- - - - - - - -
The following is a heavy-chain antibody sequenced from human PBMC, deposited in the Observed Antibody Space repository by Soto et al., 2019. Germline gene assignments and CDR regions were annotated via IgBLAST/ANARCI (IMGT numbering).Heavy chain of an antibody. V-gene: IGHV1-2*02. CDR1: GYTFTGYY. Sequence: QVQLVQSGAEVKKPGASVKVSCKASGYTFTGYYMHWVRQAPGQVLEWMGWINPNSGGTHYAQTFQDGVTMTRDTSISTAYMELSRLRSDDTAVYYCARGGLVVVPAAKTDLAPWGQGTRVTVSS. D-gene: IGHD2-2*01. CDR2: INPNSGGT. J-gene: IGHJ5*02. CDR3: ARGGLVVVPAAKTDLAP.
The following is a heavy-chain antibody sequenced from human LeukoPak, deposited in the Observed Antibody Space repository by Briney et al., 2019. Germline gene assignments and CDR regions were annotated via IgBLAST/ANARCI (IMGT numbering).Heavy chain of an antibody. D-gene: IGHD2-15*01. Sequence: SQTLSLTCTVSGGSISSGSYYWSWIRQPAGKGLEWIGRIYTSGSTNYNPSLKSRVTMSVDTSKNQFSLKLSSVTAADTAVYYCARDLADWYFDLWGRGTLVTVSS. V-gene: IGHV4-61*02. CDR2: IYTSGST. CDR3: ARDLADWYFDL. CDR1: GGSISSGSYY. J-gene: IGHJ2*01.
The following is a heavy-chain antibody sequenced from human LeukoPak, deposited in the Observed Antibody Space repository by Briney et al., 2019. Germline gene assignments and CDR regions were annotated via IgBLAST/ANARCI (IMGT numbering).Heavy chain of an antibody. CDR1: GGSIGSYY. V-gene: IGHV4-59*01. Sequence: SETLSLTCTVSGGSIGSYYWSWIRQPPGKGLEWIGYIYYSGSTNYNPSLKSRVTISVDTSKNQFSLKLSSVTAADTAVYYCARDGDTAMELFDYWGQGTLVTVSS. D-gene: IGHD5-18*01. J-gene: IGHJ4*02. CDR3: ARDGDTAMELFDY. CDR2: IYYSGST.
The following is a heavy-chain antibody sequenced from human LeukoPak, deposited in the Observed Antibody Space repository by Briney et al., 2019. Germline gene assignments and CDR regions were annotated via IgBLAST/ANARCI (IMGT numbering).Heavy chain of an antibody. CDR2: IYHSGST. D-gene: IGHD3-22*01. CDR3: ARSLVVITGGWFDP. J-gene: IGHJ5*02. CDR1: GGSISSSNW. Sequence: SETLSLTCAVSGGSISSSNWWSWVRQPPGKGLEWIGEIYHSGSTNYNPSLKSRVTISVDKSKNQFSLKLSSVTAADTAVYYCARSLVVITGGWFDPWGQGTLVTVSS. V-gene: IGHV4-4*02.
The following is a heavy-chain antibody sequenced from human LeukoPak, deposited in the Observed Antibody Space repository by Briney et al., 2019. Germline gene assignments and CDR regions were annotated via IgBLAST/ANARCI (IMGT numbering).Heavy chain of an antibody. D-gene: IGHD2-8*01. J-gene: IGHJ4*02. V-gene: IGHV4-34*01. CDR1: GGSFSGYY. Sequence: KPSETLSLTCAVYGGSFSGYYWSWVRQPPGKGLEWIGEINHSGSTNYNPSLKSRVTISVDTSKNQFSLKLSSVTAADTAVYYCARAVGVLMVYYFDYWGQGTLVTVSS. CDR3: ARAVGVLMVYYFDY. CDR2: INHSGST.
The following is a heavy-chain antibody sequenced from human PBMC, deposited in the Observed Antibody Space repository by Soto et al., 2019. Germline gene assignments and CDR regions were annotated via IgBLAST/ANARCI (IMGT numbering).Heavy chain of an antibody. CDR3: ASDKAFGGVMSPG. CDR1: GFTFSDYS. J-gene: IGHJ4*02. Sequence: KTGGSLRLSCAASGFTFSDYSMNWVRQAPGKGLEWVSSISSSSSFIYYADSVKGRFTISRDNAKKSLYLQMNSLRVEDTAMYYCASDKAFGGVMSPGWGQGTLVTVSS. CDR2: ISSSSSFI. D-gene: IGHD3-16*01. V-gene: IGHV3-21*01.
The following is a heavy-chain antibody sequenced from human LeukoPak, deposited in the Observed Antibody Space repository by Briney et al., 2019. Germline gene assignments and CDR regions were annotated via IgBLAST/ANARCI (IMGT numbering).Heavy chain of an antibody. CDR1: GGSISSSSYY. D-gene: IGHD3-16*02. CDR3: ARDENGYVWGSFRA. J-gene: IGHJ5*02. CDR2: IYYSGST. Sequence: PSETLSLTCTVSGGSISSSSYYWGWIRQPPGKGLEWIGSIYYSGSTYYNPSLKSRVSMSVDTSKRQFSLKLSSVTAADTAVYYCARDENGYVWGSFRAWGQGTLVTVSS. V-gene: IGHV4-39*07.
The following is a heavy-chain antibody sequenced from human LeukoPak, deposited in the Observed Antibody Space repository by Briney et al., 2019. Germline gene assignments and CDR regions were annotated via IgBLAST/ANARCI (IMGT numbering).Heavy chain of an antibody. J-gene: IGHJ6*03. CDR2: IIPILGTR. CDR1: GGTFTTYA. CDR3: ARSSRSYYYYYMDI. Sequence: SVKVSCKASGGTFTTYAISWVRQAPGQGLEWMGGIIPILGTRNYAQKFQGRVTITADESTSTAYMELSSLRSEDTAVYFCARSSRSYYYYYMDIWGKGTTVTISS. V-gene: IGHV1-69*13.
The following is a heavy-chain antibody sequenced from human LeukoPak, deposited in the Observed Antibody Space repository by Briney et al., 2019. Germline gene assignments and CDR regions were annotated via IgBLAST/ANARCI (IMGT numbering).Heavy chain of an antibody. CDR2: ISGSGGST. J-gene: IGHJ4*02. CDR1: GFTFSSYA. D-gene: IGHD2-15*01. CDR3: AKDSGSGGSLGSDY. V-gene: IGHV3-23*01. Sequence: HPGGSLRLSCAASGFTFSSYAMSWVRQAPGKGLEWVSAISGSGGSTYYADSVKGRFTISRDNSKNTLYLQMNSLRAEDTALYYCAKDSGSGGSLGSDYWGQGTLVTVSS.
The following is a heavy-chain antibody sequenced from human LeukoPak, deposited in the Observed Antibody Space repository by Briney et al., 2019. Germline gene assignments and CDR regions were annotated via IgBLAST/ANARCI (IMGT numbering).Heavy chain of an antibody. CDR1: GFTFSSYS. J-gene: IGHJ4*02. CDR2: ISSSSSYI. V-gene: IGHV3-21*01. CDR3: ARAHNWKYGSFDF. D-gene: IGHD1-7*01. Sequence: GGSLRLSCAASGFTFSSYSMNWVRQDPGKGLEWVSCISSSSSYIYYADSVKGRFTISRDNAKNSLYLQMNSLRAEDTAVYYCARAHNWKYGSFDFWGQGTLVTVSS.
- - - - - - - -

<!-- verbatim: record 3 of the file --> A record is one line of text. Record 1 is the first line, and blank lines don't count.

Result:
The following is a heavy-chain antibody sequenced from human LeukoPak, deposited in the Observed Antibody Space repository by Briney et al., 2019. Germline gene assignments and CDR regions were annotated via IgBLAST/ANARCI (IMGT numbering).Heavy chain of an antibody. CDR1: GGSIGSYY. V-gene: IGHV4-59*01. Sequence: SETLSLTCTVSGGSIGSYYWSWIRQPPGKGLEWIGYIYYSGSTNYNPSLKSRVTISVDTSKNQFSLKLSSVTAADTAVYYCARDGDTAMELFDYWGQGTLVTVSS. D-gene: IGHD5-18*01. J-gene: IGHJ4*02. CDR3: ARDGDTAMELFDY. CDR2: IYYSGST.